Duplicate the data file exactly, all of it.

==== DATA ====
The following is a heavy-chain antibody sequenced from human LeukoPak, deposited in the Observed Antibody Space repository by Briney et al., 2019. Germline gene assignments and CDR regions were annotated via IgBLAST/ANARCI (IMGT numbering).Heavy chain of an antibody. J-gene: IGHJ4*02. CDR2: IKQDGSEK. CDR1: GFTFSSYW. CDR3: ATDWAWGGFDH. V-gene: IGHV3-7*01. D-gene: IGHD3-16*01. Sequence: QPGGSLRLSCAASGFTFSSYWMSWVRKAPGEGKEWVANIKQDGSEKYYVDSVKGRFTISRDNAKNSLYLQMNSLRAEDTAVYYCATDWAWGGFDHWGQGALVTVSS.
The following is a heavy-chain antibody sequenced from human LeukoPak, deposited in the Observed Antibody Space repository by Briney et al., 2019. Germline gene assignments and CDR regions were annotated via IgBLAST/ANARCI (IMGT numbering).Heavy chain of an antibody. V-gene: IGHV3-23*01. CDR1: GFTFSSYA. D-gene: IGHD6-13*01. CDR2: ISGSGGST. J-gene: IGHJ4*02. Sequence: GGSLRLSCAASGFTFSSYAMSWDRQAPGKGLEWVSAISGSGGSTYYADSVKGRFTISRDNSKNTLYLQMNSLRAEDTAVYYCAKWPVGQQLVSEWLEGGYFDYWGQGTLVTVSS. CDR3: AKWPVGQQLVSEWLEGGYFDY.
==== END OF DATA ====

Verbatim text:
The following is a heavy-chain antibody sequenced from human LeukoPak, deposited in the Observed Antibody Space repository by Briney et al., 2019. Germline gene assignments and CDR regions were annotated via IgBLAST/ANARCI (IMGT numbering).Heavy chain of an antibody. J-gene: IGHJ4*02. CDR2: IKQDGSEK. CDR1: GFTFSSYW. CDR3: ATDWAWGGFDH. V-gene: IGHV3-7*01. D-gene: IGHD3-16*01. Sequence: QPGGSLRLSCAASGFTFSSYWMSWVRKAPGEGKEWVANIKQDGSEKYYVDSVKGRFTISRDNAKNSLYLQMNSLRAEDTAVYYCATDWAWGGFDHWGQGALVTVSS.
The following is a heavy-chain antibody sequenced from human LeukoPak, deposited in the Observed Antibody Space repository by Briney et al., 2019. Germline gene assignments and CDR regions were annotated via IgBLAST/ANARCI (IMGT numbering).Heavy chain of an antibody. V-gene: IGHV3-23*01. CDR1: GFTFSSYA. D-gene: IGHD6-13*01. CDR2: ISGSGGST. J-gene: IGHJ4*02. Sequence: GGSLRLSCAASGFTFSSYAMSWDRQAPGKGLEWVSAISGSGGSTYYADSVKGRFTISRDNSKNTLYLQMNSLRAEDTAVYYCAKWPVGQQLVSEWLEGGYFDYWGQGTLVTVSS. CDR3: AKWPVGQQLVSEWLEGGYFDY.